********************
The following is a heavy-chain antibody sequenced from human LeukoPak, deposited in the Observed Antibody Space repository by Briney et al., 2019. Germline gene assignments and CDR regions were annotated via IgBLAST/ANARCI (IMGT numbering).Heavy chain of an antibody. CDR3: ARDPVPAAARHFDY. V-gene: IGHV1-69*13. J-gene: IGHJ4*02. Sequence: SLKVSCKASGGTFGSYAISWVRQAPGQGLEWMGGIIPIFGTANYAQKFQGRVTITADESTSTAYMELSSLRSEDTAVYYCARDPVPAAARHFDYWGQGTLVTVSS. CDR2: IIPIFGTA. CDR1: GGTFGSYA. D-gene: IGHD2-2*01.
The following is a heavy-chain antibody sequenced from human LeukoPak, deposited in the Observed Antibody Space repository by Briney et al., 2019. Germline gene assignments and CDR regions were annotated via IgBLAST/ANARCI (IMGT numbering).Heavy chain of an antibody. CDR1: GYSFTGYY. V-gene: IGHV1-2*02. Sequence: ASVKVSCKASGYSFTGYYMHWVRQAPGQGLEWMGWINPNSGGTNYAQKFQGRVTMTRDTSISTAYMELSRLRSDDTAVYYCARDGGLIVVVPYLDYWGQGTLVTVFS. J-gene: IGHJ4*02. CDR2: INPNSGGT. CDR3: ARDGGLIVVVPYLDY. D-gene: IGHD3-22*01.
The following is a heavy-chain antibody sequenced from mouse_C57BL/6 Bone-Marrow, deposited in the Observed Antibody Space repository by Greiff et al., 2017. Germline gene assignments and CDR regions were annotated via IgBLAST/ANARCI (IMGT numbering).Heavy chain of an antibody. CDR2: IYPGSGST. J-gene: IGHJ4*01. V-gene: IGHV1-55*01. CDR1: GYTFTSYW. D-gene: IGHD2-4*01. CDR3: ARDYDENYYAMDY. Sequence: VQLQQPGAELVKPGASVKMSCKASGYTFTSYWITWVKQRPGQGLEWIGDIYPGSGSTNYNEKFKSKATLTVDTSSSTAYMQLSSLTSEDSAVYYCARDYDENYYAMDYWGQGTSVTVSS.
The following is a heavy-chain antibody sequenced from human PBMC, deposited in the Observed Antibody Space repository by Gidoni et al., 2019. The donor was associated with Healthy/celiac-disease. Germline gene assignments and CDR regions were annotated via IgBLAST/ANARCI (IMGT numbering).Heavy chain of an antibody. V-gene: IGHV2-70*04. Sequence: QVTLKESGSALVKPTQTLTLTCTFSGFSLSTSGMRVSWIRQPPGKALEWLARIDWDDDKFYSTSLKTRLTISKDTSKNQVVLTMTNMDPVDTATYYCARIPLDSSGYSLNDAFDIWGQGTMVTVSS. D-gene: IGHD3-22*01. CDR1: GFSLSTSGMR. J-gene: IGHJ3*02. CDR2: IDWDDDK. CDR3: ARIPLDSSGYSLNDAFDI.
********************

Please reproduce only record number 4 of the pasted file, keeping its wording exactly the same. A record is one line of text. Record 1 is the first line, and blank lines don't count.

The following is a heavy-chain antibody sequenced from human PBMC, deposited in the Observed Antibody Space repository by Gidoni et al., 2019. The donor was associated with Healthy/celiac-disease. Germline gene assignments and CDR regions were annotated via IgBLAST/ANARCI (IMGT numbering).Heavy chain of an antibody. V-gene: IGHV2-70*04. Sequence: QVTLKESGSALVKPTQTLTLTCTFSGFSLSTSGMRVSWIRQPPGKALEWLARIDWDDDKFYSTSLKTRLTISKDTSKNQVVLTMTNMDPVDTATYYCARIPLDSSGYSLNDAFDIWGQGTMVTVSS. D-gene: IGHD3-22*01. CDR1: GFSLSTSGMR. J-gene: IGHJ3*02. CDR2: IDWDDDK. CDR3: ARIPLDSSGYSLNDAFDI.